- The RLS case definition was updated and revised in 2002. This provides a basis for the development of specific questionnaires to advance clinical recognition and to clarify RLS prevalence.

- EEG patterns of cortical activation precede PLMs and indices of autonomic arousal, suggesting that PLMD are associated with an underlying arousal disorder.

Research Recommendations

- Determine the role of altered central dopaminergic mechanisms, iron metabolism, and other possible mediators in the pathogenesis of RLS and PLMD through animal and human studies. The development, refinement, and validation of animal models for RLS and PLMD are needed. Modern techniques of neuropathology in the evaluation of brains and spinal cords from patients with RLS and PLMD should be used to identify potential abnormalities underlying these disorders.

- Identify and further characterize genes involved in RLS and PLMD.

- Determine the extent of nocturnal sleep disturbance and daytime sleepiness in children and adults with RLS and PLMs.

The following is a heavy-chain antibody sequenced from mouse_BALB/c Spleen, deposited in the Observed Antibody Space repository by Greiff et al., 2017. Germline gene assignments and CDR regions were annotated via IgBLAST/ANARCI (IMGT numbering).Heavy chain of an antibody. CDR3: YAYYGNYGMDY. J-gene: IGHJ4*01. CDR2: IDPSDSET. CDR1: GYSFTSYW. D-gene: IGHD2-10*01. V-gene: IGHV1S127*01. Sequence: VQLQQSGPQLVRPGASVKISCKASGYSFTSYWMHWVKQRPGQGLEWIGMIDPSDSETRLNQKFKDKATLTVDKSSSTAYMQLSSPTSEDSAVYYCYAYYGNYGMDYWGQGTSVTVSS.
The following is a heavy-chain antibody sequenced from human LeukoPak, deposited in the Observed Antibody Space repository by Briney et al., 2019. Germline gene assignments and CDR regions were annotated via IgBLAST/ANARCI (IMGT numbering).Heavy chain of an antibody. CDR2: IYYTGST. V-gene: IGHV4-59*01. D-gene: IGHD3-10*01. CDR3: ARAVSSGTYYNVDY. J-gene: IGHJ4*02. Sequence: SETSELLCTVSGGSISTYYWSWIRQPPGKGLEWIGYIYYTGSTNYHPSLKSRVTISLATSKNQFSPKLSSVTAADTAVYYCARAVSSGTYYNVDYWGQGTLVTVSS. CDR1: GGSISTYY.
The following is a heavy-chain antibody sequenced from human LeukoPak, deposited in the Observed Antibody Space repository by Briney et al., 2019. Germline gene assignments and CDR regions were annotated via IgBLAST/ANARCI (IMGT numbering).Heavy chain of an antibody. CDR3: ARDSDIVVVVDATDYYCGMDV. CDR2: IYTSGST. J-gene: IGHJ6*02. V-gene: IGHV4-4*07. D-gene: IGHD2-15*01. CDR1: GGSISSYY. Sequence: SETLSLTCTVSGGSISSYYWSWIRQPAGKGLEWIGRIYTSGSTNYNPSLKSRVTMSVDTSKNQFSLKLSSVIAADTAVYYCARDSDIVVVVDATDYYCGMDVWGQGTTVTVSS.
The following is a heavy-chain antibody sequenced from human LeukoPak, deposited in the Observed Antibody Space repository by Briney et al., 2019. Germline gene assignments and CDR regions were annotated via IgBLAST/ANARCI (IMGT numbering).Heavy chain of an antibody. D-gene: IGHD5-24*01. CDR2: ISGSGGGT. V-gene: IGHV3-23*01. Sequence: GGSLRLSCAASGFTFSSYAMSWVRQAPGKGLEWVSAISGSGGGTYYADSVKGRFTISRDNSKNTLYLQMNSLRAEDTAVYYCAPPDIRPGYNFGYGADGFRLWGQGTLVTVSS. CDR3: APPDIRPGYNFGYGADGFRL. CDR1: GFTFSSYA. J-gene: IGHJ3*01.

- Develop and validate questionnaires based on the new RLS case definition and determine the population-based incidence, prevalence, and morbidity, particularly in children and as a function of gender, race, and ethnic distribution.

- Establish the developmental changes in adults explaining the higher incidence of RLS and PLMD in the elderly.

- Pregnancy and uremia provide reversible models to study the development and remission of RLS and the role of altered iron metabolism. Conduct clinical trials of iron supplementation in RLS patients with low ferritin levels.

- Improve available treatment strategies for RLS and PLMD. Dopamine agonists, opioids, and anticonvulsants are used most frequently and are effective in reducing RLS symptoms and PLMs, but the necessary large multi-center trials and long-term studies have not been conducted. These studies should include assessment of quality of life and assess the sensitivity of existing questionnaires to treatment changes.

 
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National Heart Lung and Blood Institute (Click Here) National Center on Sleep Disorders Research (Click Here)